Interview: Producer & Audio Engineer Nic Hard on Drum Recording

(mtebaldi | Posted 2010-09-21)

Interview: Producer & Audio Engineer Nic Hard on Drum Recording

I first met Nic Hard back in 2007. During that year, I (along with the other members of the band I drum for, Glint) was working on what was going to become our second full-length album. Nic caught our eye (and ear) because of his mixing and engineering expertise that can be found on a few of the albums from world famous band, The Bravery. We cut the record in 20 days at the end of that year at The Blackberry Studios. Set on a mountaintop in Oregon, nearby Eugene, its isolated location and scenic views made everyone bring their minds to focus on the recording process. Nic ended up not only engineering the album but also took on the responsibility of mixing what we accomplished during those wintery 20 days.

Forwarding to present time, Glint is again working on a new album and Mr. Hard is once again around for some engineering duties. Between late night sessions, friendly soccer games (which became a must during the World Cup) and triathlons (Nic finished the 2010 Nautica New York City Triathlon in 200th, believe it or not), I was able to sit down for a few minutes with this native of the Oceania Continent and quickly chitchat about not only the place where most recordings start but also where mine and his passions collide, drum recording. Here is what I was able to extract at the end of our conversation. Itís surely a taste of Mr. Hardís persona.

MGR: So Nic, tell me what got you into music recording and production.
Nic: A long introspective hike in the woods after being laid off. (laugh)
I had been DJing and making electronic music since I was in high school and after losing my job for a scaffolding firm I decided that I should take my love of music and knob twiddling and make a career out of it.

MGR: What do you expect from a drummer when stepping in the studio?
Nic: Not much.
Just kidding. I expect a couple of things. The first and most important is that they be willing to change the way that they might be used to doing something. Sometimes, in order to achieve a specific sound or feeling in a song, the drums may need to be played softly or with a tea towel wrapped around the beater or one drum at a time, maybe even move the kit outside. Two things that really help a lot, but are not expected are: playing to a click and being able to tune the drum set.

MGR: Are there any factors that influence you on choosing the location for tracking drums?
Nic: The style of music will usually dictate the requirements for the studio. If a big rock sound is needed I will want a live room with a big sound, if it's an intimate sound, I'll want a versatile room equipped with good gear.

MGR: What are your favorite microphones when recording drums?
Nic: Kick - Shure Beta 52
Kick Out - Neumann Fet 47, Shure SM 57
Hats Ė Shure SM 57
Toms Ė Beyer M88
Overheads Ė Beyer M160 or 260
Rooms - Royer 121

MGR: How do you often place microphones on the kit?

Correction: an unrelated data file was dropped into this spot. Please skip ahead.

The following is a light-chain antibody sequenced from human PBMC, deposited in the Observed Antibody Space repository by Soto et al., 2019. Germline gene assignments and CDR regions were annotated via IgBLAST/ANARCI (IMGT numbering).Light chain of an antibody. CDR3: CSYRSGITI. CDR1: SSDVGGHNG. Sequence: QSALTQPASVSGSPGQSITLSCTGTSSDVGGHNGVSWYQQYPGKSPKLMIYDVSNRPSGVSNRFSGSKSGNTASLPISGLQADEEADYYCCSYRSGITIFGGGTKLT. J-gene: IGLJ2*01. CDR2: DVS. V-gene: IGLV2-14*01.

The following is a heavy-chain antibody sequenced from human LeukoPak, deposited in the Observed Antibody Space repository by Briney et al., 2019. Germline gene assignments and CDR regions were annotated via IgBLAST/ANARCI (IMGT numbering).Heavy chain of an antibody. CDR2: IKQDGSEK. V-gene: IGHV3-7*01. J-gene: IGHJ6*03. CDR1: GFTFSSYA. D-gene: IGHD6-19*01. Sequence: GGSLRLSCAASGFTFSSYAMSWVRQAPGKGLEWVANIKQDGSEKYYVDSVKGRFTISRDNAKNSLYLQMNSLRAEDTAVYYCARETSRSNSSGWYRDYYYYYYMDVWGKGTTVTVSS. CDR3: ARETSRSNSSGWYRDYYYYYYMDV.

Nic: I almost always have a close microphone on every drum, kick and snare have 2, overheads and some combination of room mics.

MGR: How do you best capture the room ambience?
Nic: I usually have the Royers about 15' from the kit in a xy configuration. Then, with compression, I try to bring out more ambience if the song feels like or needs it.

MGR: Do you usually apply signal processing when recording?
Nic: For sure! I like to be as close to the sound that I would want in the end. I think it's an old habit from the tape days. Sometimes this is not processing with EQ and compression, but treatment of the kit and room, but also performance.

MGR: Favorite pre-amp, crompressor, eq and effect processor?
Nic: I think if I had to pick one of each I'd say that my favorite pre-amp is a Vintech x81, about as close to a Neve as you can get without all the scratchiness from dirty vintage gear. My favorite compressor must be either an 1176 or a distressor, probably the distressor as it has a little bit more versatility, but either one are good on anything.

MGR: Other pieces of gear you canít record drums without?
Nic: For me there are no must haves. I believe that with even a Mackie and a few 57s it's possible to make a great record with awesome sounding drums. I think that the right drummer is the most important thing involved in drip recording.

MGR: Whatís your approach on mixing?
Nic: No rules, anything goes, but I do have a tendency for banging drums.

MGR: Favorite drum recordings?
Nic: Led Zeppelin of course. Beck's Sea Change. Beatles. Queens of the Stone Age Songs for the Deaf.

About Nic Hard-
Nic Hard's career in music began in the mid 90's while DJ'ing at clubs and house parties throughout Philadelphia and later in London. On his return to the States, his resume began to take shape as he shifted gears to focus on studio recording and mixing. He quickly earned the position of head engineer at RPM Studios in New York City. In 2002, Nic went freelance when given the opportunity to record and co-produce The Church's record Forget Yourself in Sydney, Australia Since then, Nic has been an increasingly in-demand producer/mixer/engineer who offers versatility, respect and an edge to each of his projects. His work includes collaborations with world-renowned bands such as The Bravery (albums: The Bravery, A Tribute to the Cars, Unconditional EP, The Sun and The Moon, Stir the Blood), Aberdeen City (albums: We Learned By Watching, The Freezing Atlantic, 60 Lives EP) and The Kin (albums: Rise and Fall, The Upside) as well as up-and-coming New York City acts such as The Ropes(EPs: Cry to the Beat, Clubs in Europe Forever, Love is a Chain Store, I Miss You Being Gone), Jupiter One (albums: Countdown, B-sides) and Rudder (albums: Rudder, Matorning).

For more information about Nic Hard as well as for samples of his work, please visit www.nichard.com

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